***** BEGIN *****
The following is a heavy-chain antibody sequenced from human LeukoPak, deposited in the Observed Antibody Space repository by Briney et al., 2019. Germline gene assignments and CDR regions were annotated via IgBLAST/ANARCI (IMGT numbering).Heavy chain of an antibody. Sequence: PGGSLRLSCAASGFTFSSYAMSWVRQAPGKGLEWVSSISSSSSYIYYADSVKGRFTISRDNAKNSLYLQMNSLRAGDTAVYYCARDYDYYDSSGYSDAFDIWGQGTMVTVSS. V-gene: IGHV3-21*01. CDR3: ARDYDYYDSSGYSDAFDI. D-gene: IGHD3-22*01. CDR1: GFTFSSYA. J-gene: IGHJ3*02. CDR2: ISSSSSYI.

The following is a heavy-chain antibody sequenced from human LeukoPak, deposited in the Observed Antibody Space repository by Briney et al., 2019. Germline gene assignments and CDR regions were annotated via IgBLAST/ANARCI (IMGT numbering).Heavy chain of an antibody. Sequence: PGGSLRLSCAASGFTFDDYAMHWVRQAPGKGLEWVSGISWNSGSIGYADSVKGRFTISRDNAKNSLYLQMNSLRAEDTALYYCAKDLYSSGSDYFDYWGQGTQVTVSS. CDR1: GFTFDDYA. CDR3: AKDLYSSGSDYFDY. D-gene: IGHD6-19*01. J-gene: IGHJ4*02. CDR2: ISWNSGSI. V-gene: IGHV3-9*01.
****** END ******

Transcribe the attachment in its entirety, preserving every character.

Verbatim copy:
The following is a heavy-chain antibody sequenced from human LeukoPak, deposited in the Observed Antibody Space repository by Briney et al., 2019. Germline gene assignments and CDR regions were annotated via IgBLAST/ANARCI (IMGT numbering).Heavy chain of an antibody. Sequence: PGGSLRLSCAASGFTFSSYAMSWVRQAPGKGLEWVSSISSSSSYIYYADSVKGRFTISRDNAKNSLYLQMNSLRAGDTAVYYCARDYDYYDSSGYSDAFDIWGQGTMVTVSS. V-gene: IGHV3-21*01. CDR3: ARDYDYYDSSGYSDAFDI. D-gene: IGHD3-22*01. CDR1: GFTFSSYA. J-gene: IGHJ3*02. CDR2: ISSSSSYI.

The following is a heavy-chain antibody sequenced from human LeukoPak, deposited in the Observed Antibody Space repository by Briney et al., 2019. Germline gene assignments and CDR regions were annotated via IgBLAST/ANARCI (IMGT numbering).Heavy chain of an antibody. Sequence: PGGSLRLSCAASGFTFDDYAMHWVRQAPGKGLEWVSGISWNSGSIGYADSVKGRFTISRDNAKNSLYLQMNSLRAEDTALYYCAKDLYSSGSDYFDYWGQGTQVTVSS. CDR1: GFTFDDYA. CDR3: AKDLYSSGSDYFDY. D-gene: IGHD6-19*01. J-gene: IGHJ4*02. CDR2: ISWNSGSI. V-gene: IGHV3-9*01.